“This week we lost six more Delawareans unnecessarily to overdose,” Humes said. “We need to find new and creative ways in our prevention efforts. We have to extend our outreach to those Delawareans who are still in active use. When my son, Greg, relapsed, his use proved to be fatal. Every time a person uses, they run the risk of ending their life. The purity of the heroin and the fentanyl-laced heroin put lives at risk with each use. This is the public health crisis of the 21st century, 553,000 Americans lost to overdose.”
Humes and five other Delawareans are featured in new short videos on DHSS’ redesigned HelpIsHereDE.com, a site for people seeking information and resources about addiction treatment, recovery or prevention. The improved website:
• Is easier to navigate to find detox, treatment, intervention, and recovery resources. Just click on “Get Help Now” on the home page.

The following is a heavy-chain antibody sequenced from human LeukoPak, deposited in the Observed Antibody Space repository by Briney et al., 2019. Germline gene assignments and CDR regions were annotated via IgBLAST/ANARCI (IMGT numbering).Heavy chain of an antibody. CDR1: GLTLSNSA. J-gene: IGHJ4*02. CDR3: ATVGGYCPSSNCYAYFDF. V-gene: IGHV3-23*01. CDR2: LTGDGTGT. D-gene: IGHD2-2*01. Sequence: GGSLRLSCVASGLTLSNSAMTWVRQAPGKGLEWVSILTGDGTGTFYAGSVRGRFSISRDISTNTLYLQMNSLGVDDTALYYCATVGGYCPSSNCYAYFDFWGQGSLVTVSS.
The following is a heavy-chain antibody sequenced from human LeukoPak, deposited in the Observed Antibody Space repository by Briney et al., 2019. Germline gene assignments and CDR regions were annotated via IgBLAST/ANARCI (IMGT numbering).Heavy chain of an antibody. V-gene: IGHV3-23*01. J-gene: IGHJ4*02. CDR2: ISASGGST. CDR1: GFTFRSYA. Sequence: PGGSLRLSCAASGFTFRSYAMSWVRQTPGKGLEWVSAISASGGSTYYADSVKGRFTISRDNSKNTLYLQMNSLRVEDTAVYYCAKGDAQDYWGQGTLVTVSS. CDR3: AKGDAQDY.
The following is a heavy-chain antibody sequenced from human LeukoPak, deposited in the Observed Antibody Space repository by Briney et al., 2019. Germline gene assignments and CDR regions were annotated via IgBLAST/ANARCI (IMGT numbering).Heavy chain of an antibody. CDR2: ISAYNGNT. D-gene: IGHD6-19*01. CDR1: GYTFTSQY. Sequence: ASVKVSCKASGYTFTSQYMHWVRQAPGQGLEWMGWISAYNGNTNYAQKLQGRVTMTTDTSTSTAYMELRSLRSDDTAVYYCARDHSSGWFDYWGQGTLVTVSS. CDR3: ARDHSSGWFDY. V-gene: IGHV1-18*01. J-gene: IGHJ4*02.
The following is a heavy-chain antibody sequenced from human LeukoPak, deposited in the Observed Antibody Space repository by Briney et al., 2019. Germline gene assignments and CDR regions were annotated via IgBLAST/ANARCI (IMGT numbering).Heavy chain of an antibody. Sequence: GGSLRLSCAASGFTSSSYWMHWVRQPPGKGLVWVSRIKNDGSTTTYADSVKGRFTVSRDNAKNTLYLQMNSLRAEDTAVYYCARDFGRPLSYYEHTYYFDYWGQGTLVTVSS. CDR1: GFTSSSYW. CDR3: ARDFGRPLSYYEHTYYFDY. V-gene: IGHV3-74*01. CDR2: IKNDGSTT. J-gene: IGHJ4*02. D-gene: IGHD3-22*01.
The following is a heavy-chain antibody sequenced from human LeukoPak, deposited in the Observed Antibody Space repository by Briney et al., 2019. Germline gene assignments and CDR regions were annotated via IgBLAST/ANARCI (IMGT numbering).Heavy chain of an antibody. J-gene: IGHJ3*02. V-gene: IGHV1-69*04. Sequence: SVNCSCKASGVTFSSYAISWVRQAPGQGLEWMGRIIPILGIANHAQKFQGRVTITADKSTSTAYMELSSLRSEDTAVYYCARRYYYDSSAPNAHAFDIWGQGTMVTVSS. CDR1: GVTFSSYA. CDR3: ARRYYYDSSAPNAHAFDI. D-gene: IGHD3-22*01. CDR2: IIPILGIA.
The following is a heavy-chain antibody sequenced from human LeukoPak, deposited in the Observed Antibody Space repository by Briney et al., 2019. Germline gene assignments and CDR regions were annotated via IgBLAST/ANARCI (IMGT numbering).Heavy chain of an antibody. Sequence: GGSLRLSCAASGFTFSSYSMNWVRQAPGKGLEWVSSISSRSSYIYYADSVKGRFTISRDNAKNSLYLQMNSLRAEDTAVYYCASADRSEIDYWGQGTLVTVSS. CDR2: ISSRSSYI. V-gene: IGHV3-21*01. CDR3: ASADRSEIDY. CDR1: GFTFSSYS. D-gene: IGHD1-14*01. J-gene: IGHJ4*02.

• Can be translated into four languages (Spanish, Haitian Creole, French and Chinese) by clicking on Google translate in the top right corner.
• Is more mobile device-friendly.
• Provides updated screening tools and information for health care providers, including on the new Division of Professional Regulation prescribing regulations.
• Contains new videos integrated throughout the site in which Delawareans share their experiences with addiction, treatment, recovery, prevention and community response. The one- and two-minute testimonials feature individuals in long-term recovery, parents who have lost adult children to overdoses, a treatment provider, and a police officer.
In addition to supporting family members by using the resources on HelpIsHereDE.com, loved ones of those struggling with addiction can get trained on the use of naloxone. For people in the community, naloxone is simple to administer, has proven to save lives and provides an opportunity for recovery to begin. To learn more about community naloxone training classes in Delaware:
The Department of Health and Social Services is committed to improving the quality of life of Delaware’s citizens by promoting health and well-being, fostering self-sufficiency, and protecting vulnerable populations.